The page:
Groups promote alcohol awareness

Members of Suffolk Alcohol Treatment Service, the Matthew Project and Live Well Suffolk at their sta

Members of Suffolk Alcohol Treatment Service, the Matthew Project and Live Well Suffolk at their stall on Ipswich's Cornhill - Credit: Archant

Several organisation have come together to promote a safer, healthier drinking culture in the county.

Live Well Suffolk, the Matthew Project and the Suffolk Alcohol Treatment Service are all trying to educate the public about the health risks associated with alcohol.

It’s all part of Alcohol Awareness Week and the groups shared a stand on Ipswich Cornhill yesterday afternoon during the town’s market.

As well as handing out leaflets and imparting advice to the members of the public they spoke to they also had some handy props which help visualise the message they wanted to get across.

Among these was a mini beer glass which showed units of alcohol by volume for different drinks and a wheel chart which that tells the reader the number of calories in beverages like wine, cider, beer and alcopops.


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Graham Abbott from Suffolk Alcohol Treatment Service said: “We want to encourage conversation between people about their alcohol use.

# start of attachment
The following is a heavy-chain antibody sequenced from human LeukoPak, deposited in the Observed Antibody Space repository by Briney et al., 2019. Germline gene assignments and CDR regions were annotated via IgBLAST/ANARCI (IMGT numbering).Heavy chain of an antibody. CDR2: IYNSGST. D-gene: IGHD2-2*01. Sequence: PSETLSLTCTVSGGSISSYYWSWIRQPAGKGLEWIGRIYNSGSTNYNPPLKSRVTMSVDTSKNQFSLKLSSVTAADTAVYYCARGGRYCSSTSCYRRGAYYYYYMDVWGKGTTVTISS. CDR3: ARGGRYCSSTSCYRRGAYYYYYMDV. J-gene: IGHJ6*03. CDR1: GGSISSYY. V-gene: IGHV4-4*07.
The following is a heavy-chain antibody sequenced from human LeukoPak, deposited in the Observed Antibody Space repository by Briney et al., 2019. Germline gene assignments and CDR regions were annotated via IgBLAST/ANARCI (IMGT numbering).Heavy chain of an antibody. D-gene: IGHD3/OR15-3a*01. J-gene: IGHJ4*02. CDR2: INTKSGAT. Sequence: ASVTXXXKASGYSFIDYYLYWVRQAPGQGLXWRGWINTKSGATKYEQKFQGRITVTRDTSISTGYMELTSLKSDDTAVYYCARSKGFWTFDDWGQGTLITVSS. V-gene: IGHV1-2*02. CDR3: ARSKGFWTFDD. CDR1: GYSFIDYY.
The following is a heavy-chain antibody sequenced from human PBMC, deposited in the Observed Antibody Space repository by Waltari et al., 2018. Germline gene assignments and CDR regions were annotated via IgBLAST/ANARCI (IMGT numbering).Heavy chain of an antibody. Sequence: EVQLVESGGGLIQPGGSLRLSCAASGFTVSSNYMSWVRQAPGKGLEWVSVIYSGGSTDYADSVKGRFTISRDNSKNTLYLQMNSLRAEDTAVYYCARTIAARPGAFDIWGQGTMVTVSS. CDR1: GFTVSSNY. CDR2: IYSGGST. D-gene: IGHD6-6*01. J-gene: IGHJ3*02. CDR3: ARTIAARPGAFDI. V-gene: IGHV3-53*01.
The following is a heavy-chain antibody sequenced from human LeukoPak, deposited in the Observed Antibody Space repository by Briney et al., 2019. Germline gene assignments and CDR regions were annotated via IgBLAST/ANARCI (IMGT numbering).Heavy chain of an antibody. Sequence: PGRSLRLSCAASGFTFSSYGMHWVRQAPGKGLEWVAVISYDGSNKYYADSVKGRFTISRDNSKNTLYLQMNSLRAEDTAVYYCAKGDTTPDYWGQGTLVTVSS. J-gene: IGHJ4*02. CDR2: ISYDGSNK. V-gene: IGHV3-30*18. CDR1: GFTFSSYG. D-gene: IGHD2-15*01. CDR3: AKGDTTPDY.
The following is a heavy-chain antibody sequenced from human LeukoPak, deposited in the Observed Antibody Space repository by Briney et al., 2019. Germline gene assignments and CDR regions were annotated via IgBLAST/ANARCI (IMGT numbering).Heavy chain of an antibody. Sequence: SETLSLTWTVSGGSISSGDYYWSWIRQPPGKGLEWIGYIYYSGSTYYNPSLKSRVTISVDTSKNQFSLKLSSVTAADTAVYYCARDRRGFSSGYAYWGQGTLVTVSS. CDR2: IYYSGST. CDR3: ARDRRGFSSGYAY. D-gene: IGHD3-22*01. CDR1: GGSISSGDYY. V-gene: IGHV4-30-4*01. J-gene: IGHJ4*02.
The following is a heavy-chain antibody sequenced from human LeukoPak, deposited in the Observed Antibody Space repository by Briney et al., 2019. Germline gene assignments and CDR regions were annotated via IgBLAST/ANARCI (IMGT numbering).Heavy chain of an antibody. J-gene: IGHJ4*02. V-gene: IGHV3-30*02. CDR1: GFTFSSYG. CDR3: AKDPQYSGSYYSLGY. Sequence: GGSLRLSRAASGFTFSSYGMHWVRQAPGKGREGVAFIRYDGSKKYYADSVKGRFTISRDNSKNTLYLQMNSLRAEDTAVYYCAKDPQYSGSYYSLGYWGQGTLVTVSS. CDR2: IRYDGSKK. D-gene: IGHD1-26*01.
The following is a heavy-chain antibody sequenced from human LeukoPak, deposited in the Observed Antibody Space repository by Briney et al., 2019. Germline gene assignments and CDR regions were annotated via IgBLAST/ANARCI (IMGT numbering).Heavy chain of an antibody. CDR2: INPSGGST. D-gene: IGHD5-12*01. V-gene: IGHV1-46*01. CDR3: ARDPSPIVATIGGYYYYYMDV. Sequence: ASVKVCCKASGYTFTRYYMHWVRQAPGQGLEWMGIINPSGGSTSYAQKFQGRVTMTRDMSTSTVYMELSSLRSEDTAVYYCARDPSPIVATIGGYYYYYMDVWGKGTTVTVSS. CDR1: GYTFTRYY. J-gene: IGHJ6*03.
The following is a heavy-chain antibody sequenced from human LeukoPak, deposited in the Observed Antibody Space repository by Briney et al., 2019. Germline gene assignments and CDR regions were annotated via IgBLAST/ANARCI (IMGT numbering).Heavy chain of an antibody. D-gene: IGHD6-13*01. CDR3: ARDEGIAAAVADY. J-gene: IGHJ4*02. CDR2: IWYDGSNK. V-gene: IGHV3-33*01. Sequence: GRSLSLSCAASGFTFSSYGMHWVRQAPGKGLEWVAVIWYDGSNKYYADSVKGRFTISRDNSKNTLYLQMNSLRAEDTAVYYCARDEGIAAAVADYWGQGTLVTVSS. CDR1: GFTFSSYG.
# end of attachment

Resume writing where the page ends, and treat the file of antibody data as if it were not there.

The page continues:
“We want to encourage people to think about what they’re drinking, daily limits and having days off from drinking.”

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Buzz Seager, Marketing and Events Assistant at Live Well Suffolk said: “A lot of people don’t realise the calories in alcohol.

“If you were to have a strong pint of beer it’s got about the same calories in it as a cheeseburger.

“So someone who goes out, has a meal, goes on a night out, drinks eight pints and then gets a kebab afterwards, they’ve almost doubled their daily intake and then they wonder why they’ve got a beer belly.

“A small glass of wine has roughly 200 calories so someone who has a small glass of wine a night, that’s significantly contributing to putting on weight over a gradual period.”

Ruth Croft, Team Manager at the Matthew Project, said: “It’s about being sensible, it’s drinking sensibly.

None of us want to destroy christmas and make it an alcohol-free zone but what we’re saying is if you drink responsibly you can still enjoy yourself without the detrimental health effects that can occur.

“The timing (of Alcohol Awareness Week) helps but it’s something we need to talk about all year.

“In this country we have a real problem with binge drinking and if we dont start talking about it all of the time it’s something that gets forgetten about.”

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